I have just discovered that Fiddler can decrypt HTTPS traffic.

For instance, I deployed a website on localhost using HTTPS. When inspecting the data packets in Fiddler, I was able to view all the information since it has an option to decrypt it.

My question is, why make use of HTTPS when Fiddler can easily decrypt it?

  • HTTPS protects against eavesdroppers between the client and the server. – Colonel Panic Mar 6 '13 at 11:11
  • @ColonelPanic I understand that. However, I just discovered that Fiddler can decrypt HTTPS easily. I would like to know what is the point of using HTTPS when Fiddler can easily decrypt it? – Joe Borg Mar 6 '13 at 11:13
  • Or is it due to the fact that the website decrypted using Fiddler is deployed from localhost? – Joe Borg Mar 6 '13 at 11:13

Fiddler performs a MITM technique.

To make it work, you need to trust its Certificate:


If you don't, it won't decrypt anything...

how can Fiddler2 debug HTTPS traffic?

A: Fiddler2 relies on a "man-in-the-middle" approach to HTTPS interception. To your web browser, Fiddler2 claims to be the secure web server, and to the web server, Fiddler2 mimics the web browser. In order to pretend to be the web server, Fiddler2 dynamically generates a HTTPS certificate.

Fiddler's certificate is not trusted by your web browser (since Fiddler is not a Trusted Root Certification authority), and hence while Fiddler2 is intercepting your traffic, you'll see a HTTPS error message in your browser [...]

  • 1
    So the only way to protect against HTTPS decryption is not to trust the certificate in the first place. Am I understanding correctly? – Joe Borg Mar 6 '13 at 11:16
  • 1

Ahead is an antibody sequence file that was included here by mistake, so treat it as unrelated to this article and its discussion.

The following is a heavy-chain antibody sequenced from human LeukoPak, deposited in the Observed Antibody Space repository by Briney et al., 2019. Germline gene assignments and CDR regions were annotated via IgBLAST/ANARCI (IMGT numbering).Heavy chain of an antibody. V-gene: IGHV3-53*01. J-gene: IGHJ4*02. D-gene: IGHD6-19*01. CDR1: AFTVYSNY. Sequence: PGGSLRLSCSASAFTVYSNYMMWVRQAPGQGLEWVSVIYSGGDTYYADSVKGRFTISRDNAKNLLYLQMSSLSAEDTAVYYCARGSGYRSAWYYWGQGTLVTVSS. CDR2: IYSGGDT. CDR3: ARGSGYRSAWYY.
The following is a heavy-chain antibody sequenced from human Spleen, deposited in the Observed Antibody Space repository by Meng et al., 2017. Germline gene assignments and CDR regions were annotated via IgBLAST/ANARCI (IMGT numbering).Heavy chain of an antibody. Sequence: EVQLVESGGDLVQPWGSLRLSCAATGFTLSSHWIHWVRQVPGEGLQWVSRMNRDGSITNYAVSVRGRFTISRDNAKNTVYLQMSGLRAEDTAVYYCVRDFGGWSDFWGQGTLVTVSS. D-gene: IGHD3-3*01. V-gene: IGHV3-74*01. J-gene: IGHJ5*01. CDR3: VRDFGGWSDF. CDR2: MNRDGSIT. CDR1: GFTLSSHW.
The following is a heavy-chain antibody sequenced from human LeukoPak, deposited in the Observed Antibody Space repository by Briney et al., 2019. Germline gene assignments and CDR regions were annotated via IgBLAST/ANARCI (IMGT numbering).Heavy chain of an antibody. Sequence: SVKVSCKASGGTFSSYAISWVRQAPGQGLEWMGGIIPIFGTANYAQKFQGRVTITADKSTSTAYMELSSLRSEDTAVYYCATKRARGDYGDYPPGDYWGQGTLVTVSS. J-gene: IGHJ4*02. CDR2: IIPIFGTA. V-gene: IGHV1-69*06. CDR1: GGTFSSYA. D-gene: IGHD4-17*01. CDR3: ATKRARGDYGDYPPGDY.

Let us say that the user accepts the certificate. Am I correct in saying that Fiddler will then be able to decrypt the information? – Joe Borg Mar 6 '13 at 11:19
  • Yes, because it claims to be the destination ;) If you don't trust it, you should be safe – Andrea Ligios Mar 6 '13 at 11:20
  • 3
    The provided answer is good. If you're curious about how this works internally, there's a good explanation for a similar tool - MITMProxy - on slides 10 and 11 here owasp.org/images/7/73/SlayingDragons-ccbysa30nz.pdf. As Andrea Ligios points out Fiddler2 and MITMProxy both require the user to trust an intermediate certificate. Requests are then forwarded to the upstream (legitimate) HTTPs site. Responses are similarly received by the proxy from the legitimate server, decrypted as if it were the client, re-encrypted using the intermediate secret key and forwarded to the client. – Aaron Newton Jun 7 '14 at 15:51
  • @JoeBorg: HTTPS (correct way) is safe until 1/ You choose to trust the certificate by attacker 2/ There is a man/computer connected between sender and receiver of HTTPS communication. This is always 99% happen but you don't realize it, all governments and company boss have this power. – Andiana Jul 7 '16 at 4:35

In order to decrypt HTTPS traffic you must first install the Fiddler's root certificate in to your "trusted/root certificates" list. Fiddler's root certificate is NOT a Root certificate which by default comes with your Operating System. The OS will usually warn you when you're trying to install this.

In doing so, you explicitly begin to trust any certificate signed by Fiddler's root certificate. When you now make a https request, Fiddler will perform a Man in the middle attack with you.

Suppose you make a request in the form https://google.com. Fiddler will now act as the actual Google server and will create a dummy certificate for Google.com and sign it using Fiddler's Root certificate. You will receive this dummy certificate which has been signed by Fiddler. This certificate will pass your device's validation since Fiddler's Root certificate is now in your trusted certificates. Now, your device will start communicating with Fiddler through a secure HTTPS connection. Fiddler will relay your messages to Google.com and back to you. Of course Fiddler will able to decrypt them.

It is to note that the traffic from Fiddler to Google will occur through a second Secure https channel.

Therefore, not to worry about the security provided by https.

Not the answer you're looking for? Browse other questions tagged or ask your own question.